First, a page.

Our winged meerkat is a feathered sentinel
THIS bird was standing tall on top of a gravel heap much like a meerkat surveying the world.
He would give a little "chirrip'' call, then continue to look all around with no intention of moving when pesky bird observers came on the scene.
He may well have been the designated lookout for the day, as there were other pipits nearby. His upright posture and teetering tail movement were typical of the Australian pipit Anthus australis which belongs to the motacillidae family.
The genus is widespread, occurring across most of the world except the driest deserts, rainforests and the mainland of Antarctica.
The genus name Anthus is the very appropriate Latin name for small bird of grasslands. Our Australian pipit has only more recently been renamed. Before that it was known as Richard's pipit. Thanks to scientific studies we now know that Richard's pipit Anthus richardi is a long-distant migrant of Asia, moving from lowlands in areas such as southwest Asia to breed in open grassland in northern Asia. The courting male Australian pipit has a song flight from a low perch. The breeding season is from August to December.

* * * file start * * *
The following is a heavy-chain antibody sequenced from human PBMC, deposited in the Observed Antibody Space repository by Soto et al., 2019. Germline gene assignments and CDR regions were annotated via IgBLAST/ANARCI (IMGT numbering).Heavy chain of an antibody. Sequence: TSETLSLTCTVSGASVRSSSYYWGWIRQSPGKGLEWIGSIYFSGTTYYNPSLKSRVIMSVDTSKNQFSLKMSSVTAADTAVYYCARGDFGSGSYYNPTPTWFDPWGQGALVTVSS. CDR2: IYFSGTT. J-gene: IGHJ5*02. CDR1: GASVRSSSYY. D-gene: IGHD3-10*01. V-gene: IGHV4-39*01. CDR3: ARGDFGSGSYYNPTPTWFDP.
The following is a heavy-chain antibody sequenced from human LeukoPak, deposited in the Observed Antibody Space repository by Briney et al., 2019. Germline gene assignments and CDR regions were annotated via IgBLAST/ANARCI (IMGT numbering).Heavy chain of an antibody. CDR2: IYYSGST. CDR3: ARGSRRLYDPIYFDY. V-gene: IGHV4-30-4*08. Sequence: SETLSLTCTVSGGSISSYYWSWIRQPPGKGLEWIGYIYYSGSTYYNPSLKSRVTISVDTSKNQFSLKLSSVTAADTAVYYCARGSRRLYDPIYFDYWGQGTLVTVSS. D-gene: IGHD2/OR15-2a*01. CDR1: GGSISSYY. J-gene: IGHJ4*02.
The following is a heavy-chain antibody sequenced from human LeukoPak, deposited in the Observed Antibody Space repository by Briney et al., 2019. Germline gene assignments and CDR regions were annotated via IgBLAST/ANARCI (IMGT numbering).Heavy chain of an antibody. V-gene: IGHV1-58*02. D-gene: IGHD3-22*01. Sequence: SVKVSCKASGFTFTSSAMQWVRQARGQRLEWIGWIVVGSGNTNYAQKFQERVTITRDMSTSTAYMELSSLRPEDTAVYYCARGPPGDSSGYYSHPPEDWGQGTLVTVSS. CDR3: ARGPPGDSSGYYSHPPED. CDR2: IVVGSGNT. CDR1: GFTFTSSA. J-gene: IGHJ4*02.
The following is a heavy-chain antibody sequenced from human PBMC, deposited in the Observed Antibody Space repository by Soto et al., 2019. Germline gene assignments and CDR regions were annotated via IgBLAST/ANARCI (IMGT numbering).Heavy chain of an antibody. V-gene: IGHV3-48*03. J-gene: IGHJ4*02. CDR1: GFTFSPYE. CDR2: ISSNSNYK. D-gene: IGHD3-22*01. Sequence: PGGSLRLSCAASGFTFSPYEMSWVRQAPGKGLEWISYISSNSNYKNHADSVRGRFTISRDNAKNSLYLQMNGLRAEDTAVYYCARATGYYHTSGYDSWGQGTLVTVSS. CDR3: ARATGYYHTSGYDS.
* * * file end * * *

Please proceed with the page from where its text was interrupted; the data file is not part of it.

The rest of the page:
The nest is a deep grass cup shape usually built in a depression beside a rock or at the base of a clump of vegetation.
The female builds the nest and incubates the two to four eggs. He keeps watch for two weeks then helps feed the chicks for another two weeks before they are able to fly. Australian pipits do not migrate. They are usually sedentary but locally nomadic. When next you see a small brown bird roadside, or even in the middle of a country road looking for insects, you will likely be looking at an Australian pipit, his identity confirmed if his tail feathers show conspicuous white outer edges as he flies away.